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This is referencing the article about state machines on allaboutcircuits.com In their state table, they have a 'Don't Care' listed under the output for the state 11. State Table However, in their k-map of the output column, they listed a '0' under 11, instead of a don't care. Why is that?

k-map

The article in reference: https://www.allaboutcircuits.com/textbook/digital/chpt-11/finite-state-machines/

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    \$\begingroup\$ Why do you care? \$\endgroup\$ – PlasmaHH May 1 '18 at 21:26
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    \$\begingroup\$ That's strange. I would rather use \$1\$, so \$Y=B\$. \$\endgroup\$ – Eugene Sh. May 1 '18 at 21:31
  • \$\begingroup\$ Why not use a 'Don't care' in the k-map? Instead of a 1 or a 0 \$\endgroup\$ – Yezen Armout May 1 '18 at 21:57
  • \$\begingroup\$ Because it is likely a mistake. \$\endgroup\$ – Eugene Sh. May 1 '18 at 22:03
  • \$\begingroup\$ the state diagram indicates that state 11 is undefined ... the state table has an error in Y ... it should not have a don't care since it is an output that is not used as feedback ... or the final k-map should have a don't care .... i think that it is a case of the designer adjusting the final k-map to give a desired output in case an undefined state is entered \$\endgroup\$ – jsotola May 1 '18 at 22:06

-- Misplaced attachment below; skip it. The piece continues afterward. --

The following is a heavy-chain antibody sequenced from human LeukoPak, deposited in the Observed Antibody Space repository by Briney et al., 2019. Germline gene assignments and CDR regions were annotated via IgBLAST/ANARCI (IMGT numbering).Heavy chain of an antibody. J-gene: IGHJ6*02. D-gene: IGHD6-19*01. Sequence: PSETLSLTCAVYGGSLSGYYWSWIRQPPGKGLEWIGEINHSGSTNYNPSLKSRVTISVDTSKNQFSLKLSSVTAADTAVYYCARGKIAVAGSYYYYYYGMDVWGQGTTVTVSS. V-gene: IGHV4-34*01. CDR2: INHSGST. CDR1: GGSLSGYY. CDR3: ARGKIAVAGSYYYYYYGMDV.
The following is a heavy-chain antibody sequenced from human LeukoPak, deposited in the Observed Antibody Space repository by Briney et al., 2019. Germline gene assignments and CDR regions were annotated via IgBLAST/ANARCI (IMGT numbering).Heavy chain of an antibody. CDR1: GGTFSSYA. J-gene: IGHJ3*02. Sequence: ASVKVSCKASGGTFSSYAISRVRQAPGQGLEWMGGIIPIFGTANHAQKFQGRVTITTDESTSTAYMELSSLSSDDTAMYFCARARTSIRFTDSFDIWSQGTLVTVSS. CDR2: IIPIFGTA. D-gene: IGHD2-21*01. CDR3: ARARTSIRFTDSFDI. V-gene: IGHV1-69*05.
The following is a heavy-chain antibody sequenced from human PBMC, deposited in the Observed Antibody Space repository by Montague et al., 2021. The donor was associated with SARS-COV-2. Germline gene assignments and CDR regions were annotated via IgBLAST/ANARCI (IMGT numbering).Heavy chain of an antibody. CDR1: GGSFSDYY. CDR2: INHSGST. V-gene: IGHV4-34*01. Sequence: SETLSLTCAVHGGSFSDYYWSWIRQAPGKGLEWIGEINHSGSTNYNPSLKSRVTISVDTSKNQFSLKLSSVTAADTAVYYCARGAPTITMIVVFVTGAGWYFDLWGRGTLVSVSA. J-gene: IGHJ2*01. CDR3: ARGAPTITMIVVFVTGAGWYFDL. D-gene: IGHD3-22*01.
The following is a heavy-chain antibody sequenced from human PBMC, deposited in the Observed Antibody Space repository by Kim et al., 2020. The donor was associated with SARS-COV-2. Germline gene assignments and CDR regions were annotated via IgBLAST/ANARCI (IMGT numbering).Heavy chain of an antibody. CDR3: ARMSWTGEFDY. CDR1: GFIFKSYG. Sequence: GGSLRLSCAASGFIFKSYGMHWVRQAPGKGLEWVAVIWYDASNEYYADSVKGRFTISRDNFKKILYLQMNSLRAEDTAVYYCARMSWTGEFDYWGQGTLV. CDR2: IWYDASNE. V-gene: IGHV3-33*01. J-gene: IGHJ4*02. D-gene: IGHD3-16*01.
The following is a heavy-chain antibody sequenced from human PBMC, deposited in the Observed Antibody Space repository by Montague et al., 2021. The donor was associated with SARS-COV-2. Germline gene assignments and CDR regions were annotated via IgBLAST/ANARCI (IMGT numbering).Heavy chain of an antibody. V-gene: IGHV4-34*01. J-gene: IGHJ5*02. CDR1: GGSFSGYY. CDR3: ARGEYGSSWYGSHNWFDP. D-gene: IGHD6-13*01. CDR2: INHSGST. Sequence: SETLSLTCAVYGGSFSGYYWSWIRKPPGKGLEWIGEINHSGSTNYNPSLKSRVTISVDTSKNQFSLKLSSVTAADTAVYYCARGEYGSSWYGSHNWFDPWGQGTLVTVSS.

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Truth tables can be used to describe either what a circuit does or what a circuit needs to do. When a truth table is being used for the former purpose, any particular combination of stimuli would yield output values of high, low, or perhaps "unknown", but an output of "don't care" wouldn't make much sense. On the other hand, when a truth table is being used for the latter purpose, an output value of "don't care" may be used to invite indicate that a circuit will meet requirements equally well whether the output is high or low in a particular case.

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You're right, it's a mistake. The don't care Y could be rather taken as "1" and the K-map would minimize to Y = B.

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